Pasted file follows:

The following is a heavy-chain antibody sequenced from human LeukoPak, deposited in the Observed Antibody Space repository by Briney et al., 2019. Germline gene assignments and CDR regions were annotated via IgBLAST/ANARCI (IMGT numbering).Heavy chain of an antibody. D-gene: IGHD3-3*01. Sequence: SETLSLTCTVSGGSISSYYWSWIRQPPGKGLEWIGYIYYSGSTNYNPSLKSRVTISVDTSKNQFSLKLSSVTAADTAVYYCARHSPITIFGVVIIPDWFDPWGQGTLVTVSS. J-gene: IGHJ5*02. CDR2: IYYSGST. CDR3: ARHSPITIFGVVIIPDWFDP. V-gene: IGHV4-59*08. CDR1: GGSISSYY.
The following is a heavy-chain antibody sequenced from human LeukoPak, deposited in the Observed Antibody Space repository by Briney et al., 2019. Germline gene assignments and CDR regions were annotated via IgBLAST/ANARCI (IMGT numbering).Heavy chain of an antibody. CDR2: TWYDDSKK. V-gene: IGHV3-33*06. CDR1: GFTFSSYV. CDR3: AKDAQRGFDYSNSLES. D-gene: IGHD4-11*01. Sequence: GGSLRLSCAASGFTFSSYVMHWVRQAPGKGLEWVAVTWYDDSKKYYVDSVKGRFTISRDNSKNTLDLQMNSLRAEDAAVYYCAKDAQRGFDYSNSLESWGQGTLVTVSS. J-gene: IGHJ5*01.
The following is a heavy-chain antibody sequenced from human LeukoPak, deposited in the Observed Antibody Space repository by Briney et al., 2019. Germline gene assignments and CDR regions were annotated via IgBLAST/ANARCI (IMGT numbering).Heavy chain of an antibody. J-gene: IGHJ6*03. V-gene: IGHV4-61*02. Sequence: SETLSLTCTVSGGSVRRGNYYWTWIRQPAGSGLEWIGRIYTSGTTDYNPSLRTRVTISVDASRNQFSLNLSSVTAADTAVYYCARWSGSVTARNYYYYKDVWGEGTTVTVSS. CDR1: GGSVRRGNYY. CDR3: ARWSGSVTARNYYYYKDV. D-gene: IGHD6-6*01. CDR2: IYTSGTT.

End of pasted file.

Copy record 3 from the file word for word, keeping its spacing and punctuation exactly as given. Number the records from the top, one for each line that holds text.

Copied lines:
The following is a heavy-chain antibody sequenced from human LeukoPak, deposited in the Observed Antibody Space repository by Briney et al., 2019. Germline gene assignments and CDR regions were annotated via IgBLAST/ANARCI (IMGT numbering).Heavy chain of an antibody. J-gene: IGHJ6*03. V-gene: IGHV4-61*02. Sequence: SETLSLTCTVSGGSVRRGNYYWTWIRQPAGSGLEWIGRIYTSGTTDYNPSLRTRVTISVDASRNQFSLNLSSVTAADTAVYYCARWSGSVTARNYYYYKDVWGEGTTVTVSS. CDR1: GGSVRRGNYY. CDR3: ARWSGSVTARNYYYYKDV. D-gene: IGHD6-6*01. CDR2: IYTSGTT.